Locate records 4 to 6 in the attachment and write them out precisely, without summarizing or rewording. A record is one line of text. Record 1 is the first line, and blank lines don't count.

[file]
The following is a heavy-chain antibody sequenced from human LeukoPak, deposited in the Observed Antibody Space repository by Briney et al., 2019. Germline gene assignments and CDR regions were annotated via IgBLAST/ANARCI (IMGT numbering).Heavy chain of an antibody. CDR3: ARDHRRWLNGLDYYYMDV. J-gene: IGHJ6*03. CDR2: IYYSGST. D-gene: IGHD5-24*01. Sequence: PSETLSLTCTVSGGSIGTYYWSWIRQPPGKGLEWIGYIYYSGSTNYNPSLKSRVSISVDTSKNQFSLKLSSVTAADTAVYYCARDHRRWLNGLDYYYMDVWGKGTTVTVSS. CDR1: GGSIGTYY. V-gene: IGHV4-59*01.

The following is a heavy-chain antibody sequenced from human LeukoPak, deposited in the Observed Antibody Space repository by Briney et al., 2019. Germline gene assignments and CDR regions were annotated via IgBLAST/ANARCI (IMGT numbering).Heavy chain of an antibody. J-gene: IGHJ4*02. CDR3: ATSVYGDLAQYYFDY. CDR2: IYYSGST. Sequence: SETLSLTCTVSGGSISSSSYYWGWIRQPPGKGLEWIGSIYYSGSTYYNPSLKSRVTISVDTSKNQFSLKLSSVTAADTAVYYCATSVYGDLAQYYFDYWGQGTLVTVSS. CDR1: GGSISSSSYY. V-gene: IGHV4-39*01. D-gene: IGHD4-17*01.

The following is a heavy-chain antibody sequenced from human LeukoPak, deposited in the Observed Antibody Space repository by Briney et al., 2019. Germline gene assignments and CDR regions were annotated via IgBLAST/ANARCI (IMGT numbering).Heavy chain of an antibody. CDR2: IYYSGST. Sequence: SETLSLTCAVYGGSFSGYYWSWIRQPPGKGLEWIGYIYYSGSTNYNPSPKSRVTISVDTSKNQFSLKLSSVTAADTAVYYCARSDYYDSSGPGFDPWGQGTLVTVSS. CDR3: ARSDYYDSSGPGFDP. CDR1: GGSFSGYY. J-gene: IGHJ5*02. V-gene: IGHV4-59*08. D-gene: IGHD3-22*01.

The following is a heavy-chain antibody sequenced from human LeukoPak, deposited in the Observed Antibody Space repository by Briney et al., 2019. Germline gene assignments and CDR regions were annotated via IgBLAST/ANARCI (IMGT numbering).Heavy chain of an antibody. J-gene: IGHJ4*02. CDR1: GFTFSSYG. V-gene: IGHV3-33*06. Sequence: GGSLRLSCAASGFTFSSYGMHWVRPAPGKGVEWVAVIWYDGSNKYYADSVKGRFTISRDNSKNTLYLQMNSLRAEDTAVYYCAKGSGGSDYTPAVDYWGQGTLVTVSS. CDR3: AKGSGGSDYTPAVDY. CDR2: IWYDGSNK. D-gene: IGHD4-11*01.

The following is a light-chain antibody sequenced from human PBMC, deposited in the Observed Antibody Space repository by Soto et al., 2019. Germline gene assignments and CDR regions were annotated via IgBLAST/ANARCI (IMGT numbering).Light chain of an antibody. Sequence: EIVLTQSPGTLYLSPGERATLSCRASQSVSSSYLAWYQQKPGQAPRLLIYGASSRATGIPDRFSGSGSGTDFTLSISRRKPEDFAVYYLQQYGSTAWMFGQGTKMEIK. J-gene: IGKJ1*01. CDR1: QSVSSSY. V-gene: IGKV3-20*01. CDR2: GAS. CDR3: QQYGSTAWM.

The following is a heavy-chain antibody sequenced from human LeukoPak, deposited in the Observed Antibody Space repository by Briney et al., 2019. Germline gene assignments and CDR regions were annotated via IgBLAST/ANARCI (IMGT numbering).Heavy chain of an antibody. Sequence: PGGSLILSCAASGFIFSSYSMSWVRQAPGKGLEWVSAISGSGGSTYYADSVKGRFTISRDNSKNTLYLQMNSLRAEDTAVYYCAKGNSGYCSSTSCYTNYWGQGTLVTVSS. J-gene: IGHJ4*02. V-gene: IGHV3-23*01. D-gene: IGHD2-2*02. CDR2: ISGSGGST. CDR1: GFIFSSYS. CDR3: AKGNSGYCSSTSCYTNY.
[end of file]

The following is a heavy-chain antibody sequenced from human LeukoPak, deposited in the Observed Antibody Space repository by Briney et al., 2019. Germline gene assignments and CDR regions were annotated via IgBLAST/ANARCI (IMGT numbering).Heavy chain of an antibody. J-gene: IGHJ4*02. CDR1: GFTFSSYG. V-gene: IGHV3-33*06. Sequence: GGSLRLSCAASGFTFSSYGMHWVRPAPGKGVEWVAVIWYDGSNKYYADSVKGRFTISRDNSKNTLYLQMNSLRAEDTAVYYCAKGSGGSDYTPAVDYWGQGTLVTVSS. CDR3: AKGSGGSDYTPAVDY. CDR2: IWYDGSNK. D-gene: IGHD4-11*01.

The following is a light-chain antibody sequenced from human PBMC, deposited in the Observed Antibody Space repository by Soto et al., 2019. Germline gene assignments and CDR regions were annotated via IgBLAST/ANARCI (IMGT numbering).Light chain of an antibody. Sequence: EIVLTQSPGTLYLSPGERATLSCRASQSVSSSYLAWYQQKPGQAPRLLIYGASSRATGIPDRFSGSGSGTDFTLSISRRKPEDFAVYYLQQYGSTAWMFGQGTKMEIK. J-gene: IGKJ1*01. CDR1: QSVSSSY. V-gene: IGKV3-20*01. CDR2: GAS. CDR3: QQYGSTAWM.

The following is a heavy-chain antibody sequenced from human LeukoPak, deposited in the Observed Antibody Space repository by Briney et al., 2019. Germline gene assignments and CDR regions were annotated via IgBLAST/ANARCI (IMGT numbering).Heavy chain of an antibody. Sequence: PGGSLILSCAASGFIFSSYSMSWVRQAPGKGLEWVSAISGSGGSTYYADSVKGRFTISRDNSKNTLYLQMNSLRAEDTAVYYCAKGNSGYCSSTSCYTNYWGQGTLVTVSS. J-gene: IGHJ4*02. V-gene: IGHV3-23*01. D-gene: IGHD2-2*02. CDR2: ISGSGGST. CDR1: GFIFSSYS. CDR3: AKGNSGYCSSTSCYTNY.